The Walking Dead
Well I’m not dead, but I am walking. Though my form right now is about as bad as one of those zombies on TV, so I’m not sure if I’m fooling anyone. Walking for me now is not, and never will be, like I used to walk, yet luckily I haven’t lost too much ground during my recovering over the past few months from various set-backs. My physical therapist was confident enough to let me bring my “stubbies” home. To refresh your memory, the stubbies are like my training wheels. They are rigid, bulky, and heavy, but they are sturdy and only about a foot off the ground. The bottoms are square and stable, as opposed to the more natural, narrow feet. The idea is that as I become comfortable moving on these, the prosthetic legs will grow taller, and increasingly more complex. The more advanced the prosthesis, the more natural the look, feel, and function. But if I can’t master the simpler ones, the advanced models will serve as little more than expensive anchors. (In case you were wondering, the best legs on the market go for around $25,000 per leg-no, I’m not joking)
People have deemed this an “exciting step” (pun intended), but honestly I kind of dread putting the clunky things on. It is exhausting, frustrating, and uncomfortable. My residual limbs (also known as the remaining parts of my natural legs) are sore, as the prosthetic legs press and rub on areas that sustained severe trauma and numerous operations. Being the realist that I am, I know it is foolish to hope for any desirable outcome without the appropriate actions to achieve it. Luck plays an important role in all our lives. Whether it be a snow day when you didn’t study for a test, the ball from a roulette wheel landing on your chosen number, or the judge being in a “good mood” when you contest that speeding ticket, luck can sometimes give us what we want without the work involved. Walking on prosthetic legs will sadly not have luck involved. Hard work is the only way for success on this one. Reality bites.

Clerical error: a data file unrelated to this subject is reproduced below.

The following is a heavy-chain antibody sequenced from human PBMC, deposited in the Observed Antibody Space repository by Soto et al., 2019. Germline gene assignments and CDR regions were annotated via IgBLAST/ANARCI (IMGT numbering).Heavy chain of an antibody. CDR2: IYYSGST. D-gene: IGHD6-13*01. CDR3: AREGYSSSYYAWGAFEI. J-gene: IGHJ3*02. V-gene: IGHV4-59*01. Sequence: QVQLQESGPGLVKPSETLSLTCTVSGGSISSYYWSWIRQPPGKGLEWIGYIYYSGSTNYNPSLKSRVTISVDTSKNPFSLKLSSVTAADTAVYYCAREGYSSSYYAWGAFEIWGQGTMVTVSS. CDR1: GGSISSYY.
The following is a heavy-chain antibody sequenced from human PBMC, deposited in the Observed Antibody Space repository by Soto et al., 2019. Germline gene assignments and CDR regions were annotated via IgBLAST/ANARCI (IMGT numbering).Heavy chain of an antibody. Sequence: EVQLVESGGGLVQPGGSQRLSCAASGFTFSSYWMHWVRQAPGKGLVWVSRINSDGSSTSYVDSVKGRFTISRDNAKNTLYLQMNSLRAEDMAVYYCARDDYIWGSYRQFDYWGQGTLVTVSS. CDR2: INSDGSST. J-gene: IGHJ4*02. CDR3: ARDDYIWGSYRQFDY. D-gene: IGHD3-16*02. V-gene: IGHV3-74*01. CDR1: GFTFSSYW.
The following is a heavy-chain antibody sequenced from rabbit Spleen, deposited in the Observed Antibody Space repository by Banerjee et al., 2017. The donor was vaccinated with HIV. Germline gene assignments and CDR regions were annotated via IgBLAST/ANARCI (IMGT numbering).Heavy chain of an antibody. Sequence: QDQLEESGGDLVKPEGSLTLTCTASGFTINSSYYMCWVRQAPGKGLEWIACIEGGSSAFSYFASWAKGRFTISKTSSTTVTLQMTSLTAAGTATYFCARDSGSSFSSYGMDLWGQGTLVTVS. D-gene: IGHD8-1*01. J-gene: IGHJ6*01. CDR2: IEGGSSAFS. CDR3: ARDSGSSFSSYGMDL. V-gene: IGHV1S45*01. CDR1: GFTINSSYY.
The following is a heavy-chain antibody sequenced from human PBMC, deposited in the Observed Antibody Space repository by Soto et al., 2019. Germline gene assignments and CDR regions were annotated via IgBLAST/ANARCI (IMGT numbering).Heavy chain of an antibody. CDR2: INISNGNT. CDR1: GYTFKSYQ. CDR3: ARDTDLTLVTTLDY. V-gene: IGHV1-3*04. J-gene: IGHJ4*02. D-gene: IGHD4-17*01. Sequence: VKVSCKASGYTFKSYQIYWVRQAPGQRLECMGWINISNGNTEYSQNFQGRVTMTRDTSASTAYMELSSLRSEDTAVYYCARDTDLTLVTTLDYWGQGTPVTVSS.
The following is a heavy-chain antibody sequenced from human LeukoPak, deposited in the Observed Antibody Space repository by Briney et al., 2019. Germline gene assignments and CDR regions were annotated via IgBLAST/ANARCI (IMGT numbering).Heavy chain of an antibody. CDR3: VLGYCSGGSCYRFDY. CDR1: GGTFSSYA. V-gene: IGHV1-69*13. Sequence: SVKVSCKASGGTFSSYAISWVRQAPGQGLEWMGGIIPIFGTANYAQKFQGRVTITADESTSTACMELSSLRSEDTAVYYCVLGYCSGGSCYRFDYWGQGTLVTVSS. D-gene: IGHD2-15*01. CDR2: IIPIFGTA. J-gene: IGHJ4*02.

You can see a video of me walking outside last week. It was the first time I walked beyond the confines of the physical therapy room in the CFI building.
Before I finish this note, I want to share a couple final thoughts. First, I want to thank my friends at Veterans Airlift Command for returning me safely home following my trip to NY. Tom Torti at the Signature Westchester County Airport, Bob Wilson and Charlie Huggins at the Wilson Air Center, and each of their crews, displayed kindness and skill, which made travel comfortable and easy. I don’t know how I’d have done it any other way. Second, I’ve been working with my brother Tom on making some upgrades and changes to this webpage. Well, he actually does the work, I just provide input and complaints. Thanks Tom for putting up with me and making this site possible. Finally, thanks to all of you who continue giving me the strength to move forward. Many of you feel it’s the other way around, but I assure you, it is you who give me the motivation to do what I do, and I am forever grateful.